Friday, March 5, 2010
The United States Department of Commerce has made preliminary countervailing duty determinations against the imports of certain types of coated paper from China and Indonesia.
In September last year, Appleton Coated LLC, NewPage Corporation, and Sappi Fine Paper North America, supported by the United Steelworkers trade union, asked the Department of Commerce to impose duties to offset Chinese and Indonesian government subsidization. The paper products covered by the petitions include USD273m of coated paper used in high-quality writing, printing, and other graphic applications using sheet-fed presses.
The petitions estimated that total imports of covered coated paper jumped by 40% in the year to June 2009. During the same period, covered coated paper shipments by domestic manufacturers are estimated to have declined by approximately 38%. China and Indonesia together are believed to account for nearly 30% of the US market for the coated paper covered by the petitions in the first six months of this year, almost double the share they had at the same time last year.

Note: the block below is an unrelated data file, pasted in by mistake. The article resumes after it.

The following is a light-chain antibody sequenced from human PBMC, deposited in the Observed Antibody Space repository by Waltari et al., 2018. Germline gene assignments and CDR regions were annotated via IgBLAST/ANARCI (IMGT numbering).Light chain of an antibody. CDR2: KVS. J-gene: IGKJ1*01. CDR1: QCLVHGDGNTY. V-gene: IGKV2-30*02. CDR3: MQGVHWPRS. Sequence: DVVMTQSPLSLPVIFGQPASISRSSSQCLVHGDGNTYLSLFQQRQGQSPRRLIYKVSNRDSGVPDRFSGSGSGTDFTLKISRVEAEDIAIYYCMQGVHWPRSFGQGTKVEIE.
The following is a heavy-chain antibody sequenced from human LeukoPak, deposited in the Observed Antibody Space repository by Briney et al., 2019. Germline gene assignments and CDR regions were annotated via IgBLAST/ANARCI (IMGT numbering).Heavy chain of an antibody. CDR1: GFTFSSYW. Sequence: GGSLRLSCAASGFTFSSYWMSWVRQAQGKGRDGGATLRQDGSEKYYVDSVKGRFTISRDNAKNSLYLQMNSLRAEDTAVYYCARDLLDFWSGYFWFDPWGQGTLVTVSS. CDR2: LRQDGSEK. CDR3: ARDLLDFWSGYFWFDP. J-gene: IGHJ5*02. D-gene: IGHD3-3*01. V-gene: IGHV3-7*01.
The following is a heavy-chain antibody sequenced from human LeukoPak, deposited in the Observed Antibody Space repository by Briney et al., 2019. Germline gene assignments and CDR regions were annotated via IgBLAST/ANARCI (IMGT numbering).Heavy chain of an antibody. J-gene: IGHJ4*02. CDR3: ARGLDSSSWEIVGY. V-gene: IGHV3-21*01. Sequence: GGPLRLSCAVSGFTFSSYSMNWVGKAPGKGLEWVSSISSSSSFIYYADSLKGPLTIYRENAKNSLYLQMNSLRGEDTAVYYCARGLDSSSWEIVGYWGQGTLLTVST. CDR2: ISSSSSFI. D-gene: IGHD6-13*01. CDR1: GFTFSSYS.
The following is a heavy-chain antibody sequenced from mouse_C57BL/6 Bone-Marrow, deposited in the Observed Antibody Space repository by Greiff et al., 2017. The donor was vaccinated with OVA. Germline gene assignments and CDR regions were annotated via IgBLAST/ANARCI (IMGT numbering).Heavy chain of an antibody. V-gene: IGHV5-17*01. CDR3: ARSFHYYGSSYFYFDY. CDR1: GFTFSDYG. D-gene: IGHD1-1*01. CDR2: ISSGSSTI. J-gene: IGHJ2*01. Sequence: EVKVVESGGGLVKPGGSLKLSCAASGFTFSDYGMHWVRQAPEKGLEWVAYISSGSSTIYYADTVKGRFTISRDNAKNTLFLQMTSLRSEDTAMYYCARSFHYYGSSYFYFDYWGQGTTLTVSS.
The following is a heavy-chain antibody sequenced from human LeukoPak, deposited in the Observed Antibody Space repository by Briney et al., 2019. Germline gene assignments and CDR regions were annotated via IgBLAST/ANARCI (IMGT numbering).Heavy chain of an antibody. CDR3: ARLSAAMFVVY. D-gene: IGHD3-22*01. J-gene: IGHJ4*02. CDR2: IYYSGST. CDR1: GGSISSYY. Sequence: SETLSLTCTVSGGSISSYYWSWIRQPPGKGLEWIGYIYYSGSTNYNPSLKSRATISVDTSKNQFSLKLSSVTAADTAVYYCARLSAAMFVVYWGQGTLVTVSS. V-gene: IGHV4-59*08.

The decision announced by the Department of Commerce supports the allegations in the petitions that imports from these two countries is being subsidized. Specifically, in the China investigation, the Department of Commerce found that the benefits of Chinese producers included low-interest lending, preferential income tax, tax credits for purchasing domestically-produced equipment, and import duty and value-added tax exemptions for imported capital.
In the Indonesia investigation, the Department of Commerce found that its paper companies are benefiting from timber provided from government-owned land at below-market prices, and a ban on log exports.
As a result of the duty determinations the Department of Commerce has now made, tariffs will be imposed on imports of coated paper to offset the unfair advantage provided by the Chinese and Indonesian subsidies. The Department of Commerce found that Chinese coated paper was subsidized by an average rate of around 8.4%. In Indonesia, it was found that producers received a subsidy margin of almost 17.5%.
The result of the Department's actions will be the immediate requirement that the importers of paper from the subject countries will have to post bond or cash deposits in an amount equal to the announced margins pending final resolution of the cases, which are expected in July this year.